Douglas was reckless in public with his lack of discretion about his homosexual tendencies, and in this very conservative Victorian era it was an invitation for trouble. He and his father, the Marquess of Queensberry, had never had a good relationship, and the Marquess was vehemently opposed to his son’s lifestyle. After a while, the Marquess began to suspect that there was more than a mere friendship between Douglas and Wilde, and – in his brusque manner – began to make some very confronting allusions to his suspicions.

Exhibit A in the Trial: The Marquess of Queensberry's calling card

Wilde had managed to fend of several of these confrontations, but on 18th February, 1885, the Marquess of Queensberry left his card for Wilde at a club that he often frequented. It was inscribed with “For Oscar Wilde, posing Sodomite”. Wilde, at the insistence of Douglas and against the advice of several other friends, decided to sue the Marquess for libel. In order for the Marquess to be acquitted of this charge, he was required to prove that his statement was correct, so he hired private detectives to unearth any evidence of Wilde’s homosexual associations.

The subsequent evidence that was revealed led Wilde to drop his case against the Marquess, and the next day he was arrested and charged with gross indecency, a term then used to describe homosexual acts with other men. He was found guilty and sentenced to two years hard labour. His resulting legal costs decimated his fortune, and he never recovered financially.

Of course, once I had put into motion the forces of society, society turned on me and said, “Have you been living all this time in defiance of my laws, and do you now appeal to those laws for protection? You shall have those laws exercised to the full. You shall abide by what you have appealed to.” The result is that I am in gaol.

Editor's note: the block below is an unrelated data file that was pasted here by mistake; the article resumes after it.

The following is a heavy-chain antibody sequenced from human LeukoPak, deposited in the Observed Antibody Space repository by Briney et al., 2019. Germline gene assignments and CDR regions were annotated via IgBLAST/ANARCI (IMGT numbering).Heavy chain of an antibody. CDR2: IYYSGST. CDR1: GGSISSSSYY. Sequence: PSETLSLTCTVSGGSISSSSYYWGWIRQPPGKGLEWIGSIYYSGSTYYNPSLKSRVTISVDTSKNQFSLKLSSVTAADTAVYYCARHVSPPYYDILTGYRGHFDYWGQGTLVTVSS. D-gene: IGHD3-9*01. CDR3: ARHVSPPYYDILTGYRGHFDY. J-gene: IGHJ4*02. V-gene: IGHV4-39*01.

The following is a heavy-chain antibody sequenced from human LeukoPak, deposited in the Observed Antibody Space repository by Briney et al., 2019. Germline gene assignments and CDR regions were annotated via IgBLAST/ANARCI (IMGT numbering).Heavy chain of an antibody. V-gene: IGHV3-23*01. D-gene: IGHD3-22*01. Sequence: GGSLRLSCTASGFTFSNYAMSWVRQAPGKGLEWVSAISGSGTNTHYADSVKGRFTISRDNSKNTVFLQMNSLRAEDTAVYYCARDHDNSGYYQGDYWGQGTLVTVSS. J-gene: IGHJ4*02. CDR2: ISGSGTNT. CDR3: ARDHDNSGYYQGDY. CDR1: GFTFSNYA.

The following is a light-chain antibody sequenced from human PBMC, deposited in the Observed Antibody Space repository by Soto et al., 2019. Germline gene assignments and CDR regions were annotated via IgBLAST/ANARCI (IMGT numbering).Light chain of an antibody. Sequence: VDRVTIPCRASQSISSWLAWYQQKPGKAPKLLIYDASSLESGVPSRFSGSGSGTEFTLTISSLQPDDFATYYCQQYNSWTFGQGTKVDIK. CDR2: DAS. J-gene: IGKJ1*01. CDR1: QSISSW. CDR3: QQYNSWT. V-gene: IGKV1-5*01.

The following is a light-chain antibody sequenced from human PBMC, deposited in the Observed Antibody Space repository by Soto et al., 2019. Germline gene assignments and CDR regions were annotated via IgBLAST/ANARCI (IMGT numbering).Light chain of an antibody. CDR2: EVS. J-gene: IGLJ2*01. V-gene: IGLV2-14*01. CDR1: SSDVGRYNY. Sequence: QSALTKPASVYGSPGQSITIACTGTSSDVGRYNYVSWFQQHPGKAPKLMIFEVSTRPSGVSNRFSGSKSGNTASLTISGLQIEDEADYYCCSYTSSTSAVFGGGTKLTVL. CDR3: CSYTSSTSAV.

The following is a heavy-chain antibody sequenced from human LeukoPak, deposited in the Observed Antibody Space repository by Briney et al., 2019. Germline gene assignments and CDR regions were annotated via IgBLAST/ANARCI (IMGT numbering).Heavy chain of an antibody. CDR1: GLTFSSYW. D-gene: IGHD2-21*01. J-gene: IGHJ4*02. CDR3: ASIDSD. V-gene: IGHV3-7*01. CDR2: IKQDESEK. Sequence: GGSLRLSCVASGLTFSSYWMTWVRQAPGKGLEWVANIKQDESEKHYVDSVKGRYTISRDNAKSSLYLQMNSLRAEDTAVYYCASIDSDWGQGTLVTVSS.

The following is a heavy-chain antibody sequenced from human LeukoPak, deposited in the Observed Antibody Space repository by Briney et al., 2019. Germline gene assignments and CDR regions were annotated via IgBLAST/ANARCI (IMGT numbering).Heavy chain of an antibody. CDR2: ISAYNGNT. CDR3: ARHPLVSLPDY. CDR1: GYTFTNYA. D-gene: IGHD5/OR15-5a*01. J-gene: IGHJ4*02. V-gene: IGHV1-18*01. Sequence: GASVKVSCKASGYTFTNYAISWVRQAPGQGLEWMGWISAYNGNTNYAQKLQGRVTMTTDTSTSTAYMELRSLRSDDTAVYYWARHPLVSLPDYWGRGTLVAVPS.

Wilde wrote De Profundis in 1897, while he was in prison, intending it as a letter to Douglas, however it is unclear whether he ever received it. De Profundis means “from the depths” and is taken from the first line of Psalm 130 of the Bible. Wilde’s writing provides an insight into the pain and suffering that he was feeling during this perilous period of his life.

For us there is only one season, the season of sorrow. The very sun and moon seem taken from us. Outside the day may be blue and gold, but the light that creeps down through the thickly muffled glass of the small iron barred window beneath which one sits is grey and niggard. It is always twilight in one’s cell, as it is always twilight in one’s heart. And in the sphere of thought, no less than the sphere of time, motion is no more. The thing that you personally have long ago forgotten, or can easily forget, is happening to me now, and will happen to me again tomorrow.